Because putting a book into stores entails investment and risk, I think it will remain pretty much out-of-reach for self-published books except in very rare cases. I had a very wealthy client several years ago who had a political book he wanted big distribution on. We got it with a big chain, but only by guaranteeing to pay the freight for returning the books (if necessary, and for many copies it was necessary). No normal author could afford the cost of the offer (or the cost of hiring professionals with access to negotiate it.)

      • http://claudenougat.blogspot.com/ Claude Nougat

        Right – and as far as I’m concerned, that’s a big drawback for self-pubbed authors and one that authors should consider more seriously before jumping in and self-publishing!

      • http://idealog.com/blog Mike Shatzkin

        A big drawback. One that is inexorably getting smaller, although I think it will matter for quite some time to come.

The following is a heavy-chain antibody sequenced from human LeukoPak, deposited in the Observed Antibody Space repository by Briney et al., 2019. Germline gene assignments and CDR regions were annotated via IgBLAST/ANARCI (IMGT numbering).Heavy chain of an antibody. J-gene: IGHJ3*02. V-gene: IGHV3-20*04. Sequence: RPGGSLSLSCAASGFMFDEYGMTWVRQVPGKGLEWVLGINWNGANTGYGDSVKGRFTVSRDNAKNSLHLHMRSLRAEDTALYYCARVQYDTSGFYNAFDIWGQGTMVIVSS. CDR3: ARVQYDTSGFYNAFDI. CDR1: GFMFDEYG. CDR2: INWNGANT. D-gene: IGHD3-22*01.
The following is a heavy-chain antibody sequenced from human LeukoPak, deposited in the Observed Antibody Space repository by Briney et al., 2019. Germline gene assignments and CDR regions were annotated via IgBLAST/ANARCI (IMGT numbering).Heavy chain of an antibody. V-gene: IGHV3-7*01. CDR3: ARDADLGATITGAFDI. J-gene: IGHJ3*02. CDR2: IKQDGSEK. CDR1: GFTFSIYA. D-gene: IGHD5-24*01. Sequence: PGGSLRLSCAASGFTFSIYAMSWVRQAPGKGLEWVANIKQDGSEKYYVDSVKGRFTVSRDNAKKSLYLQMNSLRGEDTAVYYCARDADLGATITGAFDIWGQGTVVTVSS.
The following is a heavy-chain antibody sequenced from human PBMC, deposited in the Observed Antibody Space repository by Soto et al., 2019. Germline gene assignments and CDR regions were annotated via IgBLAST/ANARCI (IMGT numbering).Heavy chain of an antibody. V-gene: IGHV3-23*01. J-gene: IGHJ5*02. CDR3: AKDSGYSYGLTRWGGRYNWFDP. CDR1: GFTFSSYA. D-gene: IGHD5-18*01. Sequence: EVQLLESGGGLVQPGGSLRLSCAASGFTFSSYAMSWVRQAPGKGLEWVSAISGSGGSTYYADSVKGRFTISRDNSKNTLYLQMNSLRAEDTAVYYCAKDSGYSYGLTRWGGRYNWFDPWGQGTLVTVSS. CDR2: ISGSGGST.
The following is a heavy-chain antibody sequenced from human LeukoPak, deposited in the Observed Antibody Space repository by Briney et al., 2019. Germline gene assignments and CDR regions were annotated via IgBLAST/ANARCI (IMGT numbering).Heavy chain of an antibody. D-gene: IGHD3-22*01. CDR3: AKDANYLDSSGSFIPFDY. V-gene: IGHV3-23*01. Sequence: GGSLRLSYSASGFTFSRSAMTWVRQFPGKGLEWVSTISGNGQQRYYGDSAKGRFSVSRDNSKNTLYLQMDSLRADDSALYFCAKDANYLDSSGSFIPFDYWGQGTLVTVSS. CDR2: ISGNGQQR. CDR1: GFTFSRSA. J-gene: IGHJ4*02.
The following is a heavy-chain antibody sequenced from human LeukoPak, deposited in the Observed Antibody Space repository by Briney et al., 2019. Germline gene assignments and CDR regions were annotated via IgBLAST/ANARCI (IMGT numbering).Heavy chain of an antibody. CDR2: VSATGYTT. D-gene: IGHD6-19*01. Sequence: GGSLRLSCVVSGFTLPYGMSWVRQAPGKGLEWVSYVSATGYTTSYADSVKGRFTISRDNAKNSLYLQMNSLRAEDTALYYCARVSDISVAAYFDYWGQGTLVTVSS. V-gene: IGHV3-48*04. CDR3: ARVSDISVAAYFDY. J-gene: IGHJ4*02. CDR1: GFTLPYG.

• http://www.newnaturalupload.n.nu Nirupam Banerjee

      Although I didn’t yet read the full article this time (which I would meticulously explore by tomorrow, as I couldn’t sleep last night due to a sudden climatic disruption or weather disturbance in my area) — I can at least say at this moment, that I’m very INTRIGUED already by this NEW phrase from Mike Shatzkin: “The Disruption of the Disruption”. And that, I almost endorse this opinion of you:

      “…but maybe it is poised to grow exponentially in the rest of the world…”
      — Very interesting concept indeed.

  • Steven Zacharius

    I would tend to agree with but I know that Apple is in the eBook business for the longhaul. We of course have no idea if they would ever make a dedicated ereader but we do know that an enormous amount of reading takes place on phones. They might decide yet to do with books what they did with music. I just know you don’t count out any billion dollar companies from making a dent. And let’s not count out Penguin Random. If they ever decide to sell their own ebooks directly. Interesting times.

  • Guest